There’s a troubling, extraordinary portrait of an uncompromising American Communist in Jules Feiffer’s A Bad Friend , his new play about Stalinist sympathizers in 1950’s America at Lincoln Center. Perhaps we’re more used to bigots onstage coming from the political right in the form of racists or Salem witchhunters. The intriguing thing in this drama of betrayal and paranoia is that Mr. Feiffer has not only drawn the truth about misguided American Communists of recent history. He’s partly based the central role of the apparatchik Naomi on his late sister and mother.
“My Marx and Lenin were I.F. Stone and Murray Kempton,” the 74-year-old playwright, and legendary cartoonist, told The Times . “Nonetheless the doings and undoing of the Communist Party U.S.A. was a part of my own life.” Here we have his Naomi, a Jewish housewife and mother living in 1950’s Brooklyn Heights in squalid McCarthyite times. She’s obsessed with anti-Semitism, and she’s morally and politically blind. We might find ourselves agreeing with her sense of outrage about many good, brave causes of the era-except that she horrifies us.
Naomi is a bullying Stalinist apologist who refuses to recognize the god that failed. Her husband, Shelly, is a fellow traveler with dawning doubts about the cause. But when he timidly confronts her with irrefutable evidence that Stalin is responsible for pogroms against the Jews, the truth leaves her in furious denial. This is a woman who’s so locked in her own revolutionary doctrine that when her excited teenage daughter, Rose, is promoted from stockroom girl to salesgirl during her summer job, she thinks it’s a capitalist plot. “You think these people are your friends?” she demands. In A Bad Friend , no one can be a friend who doesn’t believe in the cause.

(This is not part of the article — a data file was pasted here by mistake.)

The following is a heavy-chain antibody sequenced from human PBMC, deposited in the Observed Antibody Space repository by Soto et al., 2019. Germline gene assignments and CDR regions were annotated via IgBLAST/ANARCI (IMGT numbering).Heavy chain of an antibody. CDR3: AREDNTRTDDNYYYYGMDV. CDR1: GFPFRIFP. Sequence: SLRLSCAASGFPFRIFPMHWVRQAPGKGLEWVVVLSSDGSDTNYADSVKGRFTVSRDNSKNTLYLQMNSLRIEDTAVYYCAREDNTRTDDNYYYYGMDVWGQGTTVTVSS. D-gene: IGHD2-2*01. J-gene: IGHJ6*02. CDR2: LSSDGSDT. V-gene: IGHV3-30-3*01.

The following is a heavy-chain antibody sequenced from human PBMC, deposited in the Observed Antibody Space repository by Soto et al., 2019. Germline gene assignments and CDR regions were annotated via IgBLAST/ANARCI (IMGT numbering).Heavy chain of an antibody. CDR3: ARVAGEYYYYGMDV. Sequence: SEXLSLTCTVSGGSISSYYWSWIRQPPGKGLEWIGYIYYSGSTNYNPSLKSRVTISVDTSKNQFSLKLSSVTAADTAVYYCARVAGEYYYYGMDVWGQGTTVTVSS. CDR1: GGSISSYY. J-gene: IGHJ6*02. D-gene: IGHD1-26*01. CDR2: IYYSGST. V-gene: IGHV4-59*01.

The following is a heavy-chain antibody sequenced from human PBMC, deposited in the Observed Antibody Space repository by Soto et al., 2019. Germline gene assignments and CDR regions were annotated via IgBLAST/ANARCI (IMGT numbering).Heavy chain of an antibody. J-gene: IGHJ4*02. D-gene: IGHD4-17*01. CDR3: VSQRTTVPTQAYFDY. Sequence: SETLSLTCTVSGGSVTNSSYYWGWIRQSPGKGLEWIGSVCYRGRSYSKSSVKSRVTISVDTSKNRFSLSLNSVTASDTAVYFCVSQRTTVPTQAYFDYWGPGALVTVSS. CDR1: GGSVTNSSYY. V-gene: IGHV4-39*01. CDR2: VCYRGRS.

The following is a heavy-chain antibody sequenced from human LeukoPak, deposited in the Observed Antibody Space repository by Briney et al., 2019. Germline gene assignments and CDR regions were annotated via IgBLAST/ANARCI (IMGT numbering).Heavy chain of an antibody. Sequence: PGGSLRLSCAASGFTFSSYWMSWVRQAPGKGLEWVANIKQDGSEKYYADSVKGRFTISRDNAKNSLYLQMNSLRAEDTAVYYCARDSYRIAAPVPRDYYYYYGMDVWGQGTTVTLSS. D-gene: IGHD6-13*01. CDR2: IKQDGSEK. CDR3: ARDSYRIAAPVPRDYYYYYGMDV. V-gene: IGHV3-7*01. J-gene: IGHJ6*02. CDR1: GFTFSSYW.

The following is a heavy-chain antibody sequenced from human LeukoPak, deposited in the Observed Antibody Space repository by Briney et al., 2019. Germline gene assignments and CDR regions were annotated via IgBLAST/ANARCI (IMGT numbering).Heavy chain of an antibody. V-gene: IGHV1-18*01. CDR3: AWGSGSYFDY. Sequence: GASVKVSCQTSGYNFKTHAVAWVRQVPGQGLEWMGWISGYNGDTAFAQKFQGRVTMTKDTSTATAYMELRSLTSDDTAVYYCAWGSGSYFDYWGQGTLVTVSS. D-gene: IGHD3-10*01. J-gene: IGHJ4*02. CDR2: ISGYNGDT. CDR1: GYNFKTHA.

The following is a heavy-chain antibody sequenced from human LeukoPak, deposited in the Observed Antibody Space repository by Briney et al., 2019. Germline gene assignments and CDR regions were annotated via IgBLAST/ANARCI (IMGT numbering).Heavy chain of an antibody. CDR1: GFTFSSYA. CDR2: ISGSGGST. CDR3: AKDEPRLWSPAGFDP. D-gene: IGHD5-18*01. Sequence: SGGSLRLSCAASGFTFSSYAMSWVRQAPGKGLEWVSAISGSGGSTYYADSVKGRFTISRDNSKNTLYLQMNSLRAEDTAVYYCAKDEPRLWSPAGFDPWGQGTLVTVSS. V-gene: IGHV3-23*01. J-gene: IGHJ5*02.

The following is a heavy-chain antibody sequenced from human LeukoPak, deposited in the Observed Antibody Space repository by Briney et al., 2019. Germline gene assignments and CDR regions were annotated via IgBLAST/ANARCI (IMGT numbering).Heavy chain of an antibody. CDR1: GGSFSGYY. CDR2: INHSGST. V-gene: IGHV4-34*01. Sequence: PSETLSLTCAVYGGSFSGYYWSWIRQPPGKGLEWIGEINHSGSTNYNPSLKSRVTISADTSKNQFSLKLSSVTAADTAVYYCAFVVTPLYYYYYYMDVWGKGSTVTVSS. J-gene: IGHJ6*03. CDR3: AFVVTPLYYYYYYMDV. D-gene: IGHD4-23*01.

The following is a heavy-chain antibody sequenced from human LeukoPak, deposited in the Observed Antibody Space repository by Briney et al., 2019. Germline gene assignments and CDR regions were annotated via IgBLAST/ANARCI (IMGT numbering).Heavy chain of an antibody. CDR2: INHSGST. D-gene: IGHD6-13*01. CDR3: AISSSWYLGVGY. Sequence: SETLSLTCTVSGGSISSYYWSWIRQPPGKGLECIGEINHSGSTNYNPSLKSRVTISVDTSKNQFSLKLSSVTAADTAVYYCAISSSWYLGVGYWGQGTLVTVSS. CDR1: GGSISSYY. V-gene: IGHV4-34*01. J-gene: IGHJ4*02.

“Shall I tell you what a liberal is?” Rose’s father says to her. “A liberal is a person who has his feet firmly planted in mid-air. A liberal is on the side of the people only until the point when the struggle objectively demands an organized response. At which point, your liberal succumbs to his classical role as a reformist handmaiden and sells out to the ruling class. Is that the role you see for yourself, Rosie?”
With parents like these-poor Rosie! The soapbox indoctrination, the dogged boorishness of the parents appears laughable. Naomi, the Stalinist, is a believer who would turn in her own husband to “the authorities” had they been living in Cold War Russia. But they’re living in a scoundrel time of American suspicion, when informers turned in anyone who might be a Communist sympathizer instead. This is the way it was, Mr. Feiffer is warning us; this is the way it still could be.